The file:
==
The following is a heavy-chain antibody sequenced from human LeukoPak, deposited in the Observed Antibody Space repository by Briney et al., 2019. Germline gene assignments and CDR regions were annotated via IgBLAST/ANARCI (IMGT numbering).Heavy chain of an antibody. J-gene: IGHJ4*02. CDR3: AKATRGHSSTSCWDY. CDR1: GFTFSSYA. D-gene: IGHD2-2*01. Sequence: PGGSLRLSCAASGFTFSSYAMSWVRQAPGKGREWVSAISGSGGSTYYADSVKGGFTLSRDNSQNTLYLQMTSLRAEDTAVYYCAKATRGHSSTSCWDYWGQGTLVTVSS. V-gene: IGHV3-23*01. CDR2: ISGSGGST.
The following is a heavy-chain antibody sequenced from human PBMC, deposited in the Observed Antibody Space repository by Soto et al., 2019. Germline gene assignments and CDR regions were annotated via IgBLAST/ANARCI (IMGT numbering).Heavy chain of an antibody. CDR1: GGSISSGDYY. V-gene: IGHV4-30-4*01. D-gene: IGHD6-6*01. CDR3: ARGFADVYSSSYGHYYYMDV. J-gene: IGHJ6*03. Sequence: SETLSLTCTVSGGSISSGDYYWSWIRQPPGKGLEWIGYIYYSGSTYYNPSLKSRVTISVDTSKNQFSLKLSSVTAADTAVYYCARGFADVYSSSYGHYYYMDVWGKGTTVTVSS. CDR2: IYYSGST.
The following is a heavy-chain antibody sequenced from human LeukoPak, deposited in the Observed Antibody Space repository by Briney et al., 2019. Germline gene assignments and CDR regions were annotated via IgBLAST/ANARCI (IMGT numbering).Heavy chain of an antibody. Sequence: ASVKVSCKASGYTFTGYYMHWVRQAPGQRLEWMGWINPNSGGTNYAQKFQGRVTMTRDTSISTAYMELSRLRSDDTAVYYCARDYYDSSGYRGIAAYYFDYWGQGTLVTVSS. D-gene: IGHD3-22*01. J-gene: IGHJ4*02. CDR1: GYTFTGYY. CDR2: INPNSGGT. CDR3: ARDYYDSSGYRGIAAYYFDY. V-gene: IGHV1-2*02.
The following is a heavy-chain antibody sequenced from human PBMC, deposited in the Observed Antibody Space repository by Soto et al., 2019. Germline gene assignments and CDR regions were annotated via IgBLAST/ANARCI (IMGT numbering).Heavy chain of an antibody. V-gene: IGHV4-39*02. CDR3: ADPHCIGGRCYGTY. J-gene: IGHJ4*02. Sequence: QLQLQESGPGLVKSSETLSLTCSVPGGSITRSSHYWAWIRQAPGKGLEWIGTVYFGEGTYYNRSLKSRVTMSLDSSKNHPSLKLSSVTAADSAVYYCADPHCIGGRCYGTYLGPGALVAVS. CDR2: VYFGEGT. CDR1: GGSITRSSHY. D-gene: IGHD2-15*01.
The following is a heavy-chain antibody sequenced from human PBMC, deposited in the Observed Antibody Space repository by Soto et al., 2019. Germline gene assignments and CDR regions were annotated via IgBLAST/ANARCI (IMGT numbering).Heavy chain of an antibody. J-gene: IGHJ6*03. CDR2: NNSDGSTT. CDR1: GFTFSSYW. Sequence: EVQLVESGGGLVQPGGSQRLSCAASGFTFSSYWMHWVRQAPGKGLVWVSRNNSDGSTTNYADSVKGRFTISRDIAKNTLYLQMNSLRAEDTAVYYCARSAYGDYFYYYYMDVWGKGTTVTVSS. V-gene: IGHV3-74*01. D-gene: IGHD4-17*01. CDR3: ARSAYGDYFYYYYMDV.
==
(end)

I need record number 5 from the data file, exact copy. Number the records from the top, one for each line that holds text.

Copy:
The following is a heavy-chain antibody sequenced from human PBMC, deposited in the Observed Antibody Space repository by Soto et al., 2019. Germline gene assignments and CDR regions were annotated via IgBLAST/ANARCI (IMGT numbering).Heavy chain of an antibody. J-gene: IGHJ6*03. CDR2: NNSDGSTT. CDR1: GFTFSSYW. Sequence: EVQLVESGGGLVQPGGSQRLSCAASGFTFSSYWMHWVRQAPGKGLVWVSRNNSDGSTTNYADSVKGRFTISRDIAKNTLYLQMNSLRAEDTAVYYCARSAYGDYFYYYYMDVWGKGTTVTVSS. V-gene: IGHV3-74*01. D-gene: IGHD4-17*01. CDR3: ARSAYGDYFYYYYMDV.